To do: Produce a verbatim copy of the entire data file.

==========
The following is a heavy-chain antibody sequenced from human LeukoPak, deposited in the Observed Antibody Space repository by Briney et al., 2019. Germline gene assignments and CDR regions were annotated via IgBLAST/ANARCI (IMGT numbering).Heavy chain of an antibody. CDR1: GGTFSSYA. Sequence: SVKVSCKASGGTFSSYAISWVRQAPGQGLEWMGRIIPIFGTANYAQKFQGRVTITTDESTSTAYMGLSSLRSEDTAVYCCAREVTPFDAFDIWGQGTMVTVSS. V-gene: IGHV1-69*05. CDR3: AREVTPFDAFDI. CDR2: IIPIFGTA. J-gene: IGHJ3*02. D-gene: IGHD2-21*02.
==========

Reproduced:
The following is a heavy-chain antibody sequenced from human LeukoPak, deposited in the Observed Antibody Space repository by Briney et al., 2019. Germline gene assignments and CDR regions were annotated via IgBLAST/ANARCI (IMGT numbering).Heavy chain of an antibody. CDR1: GGTFSSYA. Sequence: SVKVSCKASGGTFSSYAISWVRQAPGQGLEWMGRIIPIFGTANYAQKFQGRVTITTDESTSTAYMGLSSLRSEDTAVYCCAREVTPFDAFDIWGQGTMVTVSS. V-gene: IGHV1-69*05. CDR3: AREVTPFDAFDI. CDR2: IIPIFGTA. J-gene: IGHJ3*02. D-gene: IGHD2-21*02.